These stats are not hard to find. People quote this paper all the time when talking about trans women and non-binary people with male on their original birth certificates. This is also part of the bigger problem of “things that happen when you have a vagina.” There is another institutional issue that feeds into this which I will get to after I present the following from the 2015 U.S. Transgender Survey regarding health care (all emphasis my own):

Portrait of Female on Original Birth Certificate

It is important to know that 82% of the trans men who responded to this survey have transitioned (page 47). For the purposes of this survey, transitioned means living full-time as your authentic self also known as a social transition. The survey does not falsely limit transition to legal transition or worse, medical transition, though it does sometimes break down different types of transition when it’s relevant. It is also important to note that they fail to breakdown types of transition on certain issues when it probably would have been a good idea to so in order for the reader to truly understand barriers.

The survey does not break down non-binary transitions according to assigned sex — which is problematic as it erases non-binary people — and simply states 43% of non-binary people have transitioned. The survey does note the following on page 48, “A majority reported that people usually assumed they were non-transgender women (58%), including 72% of non-binary respondents with female on their original birth certificate.” Plainly put, 72% of non-binary assigned female bodied people’s identities are erased by society.

Page 95: Denial of Medical Treatment

1. Thirteen percent (13%) reported that they were denied coverage for services often considered to be gender-specific, including routine sexual or reproductive health screenings (such as Pap smears, prostate exams, and mammograms).

It’s too bad these weren’t broken down according to assigned sex on original birth certificate because it’s important. But, it is still important to know that at least one in five assigned female bodied trans people are denied the very basics of reproductive health care because those things are legislated for women, which completely erases the existence of assigned female bodied trans people and forces them to make tough decisions about legal transition if they want to continue to get access to basic health care.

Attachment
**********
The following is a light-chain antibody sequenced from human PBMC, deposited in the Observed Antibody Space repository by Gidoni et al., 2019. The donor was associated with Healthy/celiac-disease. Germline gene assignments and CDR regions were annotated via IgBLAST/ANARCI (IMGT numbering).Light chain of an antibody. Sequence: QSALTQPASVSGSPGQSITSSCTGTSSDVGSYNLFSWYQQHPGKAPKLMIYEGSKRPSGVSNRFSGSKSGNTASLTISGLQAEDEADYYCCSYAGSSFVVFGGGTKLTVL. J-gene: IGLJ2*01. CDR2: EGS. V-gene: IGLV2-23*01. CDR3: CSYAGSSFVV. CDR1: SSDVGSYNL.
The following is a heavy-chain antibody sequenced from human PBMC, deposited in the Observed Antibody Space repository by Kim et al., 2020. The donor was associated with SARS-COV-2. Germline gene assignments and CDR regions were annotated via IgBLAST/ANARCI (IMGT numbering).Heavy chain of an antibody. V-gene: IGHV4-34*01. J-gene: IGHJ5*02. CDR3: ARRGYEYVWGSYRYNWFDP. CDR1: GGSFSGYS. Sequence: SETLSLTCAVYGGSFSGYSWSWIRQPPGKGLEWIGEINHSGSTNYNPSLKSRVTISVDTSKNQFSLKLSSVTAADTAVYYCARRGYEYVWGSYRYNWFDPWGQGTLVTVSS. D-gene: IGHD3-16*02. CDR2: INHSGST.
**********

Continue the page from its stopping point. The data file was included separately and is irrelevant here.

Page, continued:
2. Denials for hormone coverage differed by gender, with transgender men (32%) and non-binary people who had female on their original birth certificate (36%) more likely to report being denied hormone coverage than transgender women (18%) and nonbinary people who had male on their original birth certificate (16%).

3. Transgender men (57%) were more likely to be denied surgery coverage than transgender women (54%) and non-binary people, including non-binary people with female on their original birth certificate (49%) and non-binary people with male on their original birth certificate (35%).

You need to pay attention to these numbers. Without access to hormones, the chances of assigned female bodied trans people to ever have “passing privilege” is impossible. And this health care issue leads to other issues I will include further down.

A good portion of AFAB trans people live in this zone, twice as many as trans women. An AFAB trans person just can’t put on men’s clothing and be read as trans because things like pants or short hair or men’s shirts are not seen with the same binary of as dresses or skirts. And while this has ramifications for AMAB trans people, there is a visible model for AMAB trans where there isn’t one for AFAB which leads to erasure and invisibility and we need to talk about these nuances. Acknowledging your privilege does not take away from your oppression. We need to learn this and learn how to construct dialogue around it.

Page 97: Experience with Health Care Providers

4. Transgender men (42%) were more likely to report negative experiences than transgender women (36%) and non-binary respondents (24%). People with disabilities (42%) were also more likely to have at least one negative experience in the past year, compared with respondents who did not identify as having a disability (30%).

These numbers increase for people of colour, not surprisingly. Also, most trans people have to education health care providers on trans health care.

Page 98: Fear of Health Care Professionals

5. Fear of being disrespected or mistreated by a health care provider also differed by gender identity, with transgender men (31%) being more likely to avoid care out of fear of discrimination than transgender women (22%) and non-binary respondents (20%).

These are not small numbers and I can tell you, the fear is legitimate.